The Hymns and Carols of Christmas

A Christmas Carol

A Christmas Carol, Sung To The King1 In The Presence At Whitehall

 

Words: Robert Herrick (1591-1674), 1648

Source: Edith Rickert, Ancient English Christmas Carols: 1400-1700 (London: Chatto & Windus, 1914), pp. 230-1.

Chorus. What sweeter music can we bring,
Than a carol, for to sing
The birth of this our heavenly King?
Awake the voice! Awake the string!
Heart, ear, and eye, and everything,
Awake! the while the active finger
Runs divisions with the singer.

    (From the flourish they come to the song.)

I.

Dark and dull night, fly hence away,
And give the honour to this day,
That sees December turn'd to May.

II.

If we may ask the reason, say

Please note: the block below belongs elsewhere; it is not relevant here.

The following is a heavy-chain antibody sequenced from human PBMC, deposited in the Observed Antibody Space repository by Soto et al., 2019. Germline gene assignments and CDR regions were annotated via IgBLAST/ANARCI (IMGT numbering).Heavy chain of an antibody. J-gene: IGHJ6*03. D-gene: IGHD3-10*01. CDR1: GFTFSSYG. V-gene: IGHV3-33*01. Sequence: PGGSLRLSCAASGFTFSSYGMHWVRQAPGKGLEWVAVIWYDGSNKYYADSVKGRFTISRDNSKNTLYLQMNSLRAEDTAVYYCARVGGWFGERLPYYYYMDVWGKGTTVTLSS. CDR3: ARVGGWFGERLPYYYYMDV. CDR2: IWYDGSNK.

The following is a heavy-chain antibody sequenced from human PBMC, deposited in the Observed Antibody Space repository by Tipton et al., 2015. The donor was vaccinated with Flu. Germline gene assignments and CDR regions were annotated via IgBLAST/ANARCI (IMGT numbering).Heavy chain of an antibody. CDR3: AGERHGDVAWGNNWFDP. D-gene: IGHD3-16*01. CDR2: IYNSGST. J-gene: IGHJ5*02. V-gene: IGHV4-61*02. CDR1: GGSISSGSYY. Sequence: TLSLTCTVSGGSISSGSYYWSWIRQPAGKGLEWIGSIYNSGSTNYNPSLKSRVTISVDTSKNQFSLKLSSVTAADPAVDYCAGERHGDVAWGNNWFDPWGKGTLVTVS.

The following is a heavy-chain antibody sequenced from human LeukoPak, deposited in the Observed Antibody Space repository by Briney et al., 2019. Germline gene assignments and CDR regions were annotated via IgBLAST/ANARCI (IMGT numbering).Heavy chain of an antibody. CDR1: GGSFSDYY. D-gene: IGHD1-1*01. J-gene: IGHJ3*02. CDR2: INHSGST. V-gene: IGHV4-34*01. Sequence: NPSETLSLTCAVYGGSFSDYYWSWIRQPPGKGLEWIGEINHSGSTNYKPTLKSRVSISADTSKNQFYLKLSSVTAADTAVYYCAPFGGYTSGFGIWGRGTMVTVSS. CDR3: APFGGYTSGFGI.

The why and wherefore all things here
Seem like the springtime of the year?

III.

Why does the chilling winter's morn
Smile like a field beset with corn?
Or smell like to a mead new-shorn,
Thus on the sudden?

IV.

                                Come and see
The cause why things thus fragrant be:
'Tis He is born whose quickening birth
Gives life and lustre public mirth
To heaven and the under-earth.

Chorus. We see Him come, and know Him ours,
Who with His sunshine and His showers
Turns all the patient ground to flowers.

I.

The Darling of the world is come,
And fit it is we find a room
To welcome Him.

II.

                                The nobler part
Of all the house here, is the heart.

Chorus. Which we will give him; and bequeath
This holly and this ivy wreath,
To do him honour who's our King,
The Lord of all this revelling.

Note:

1. Charles I. Return

Also found in A. H. Bullen, A Christmas Garland (London: John C. Nimmo, 1885), pp. 66-7.

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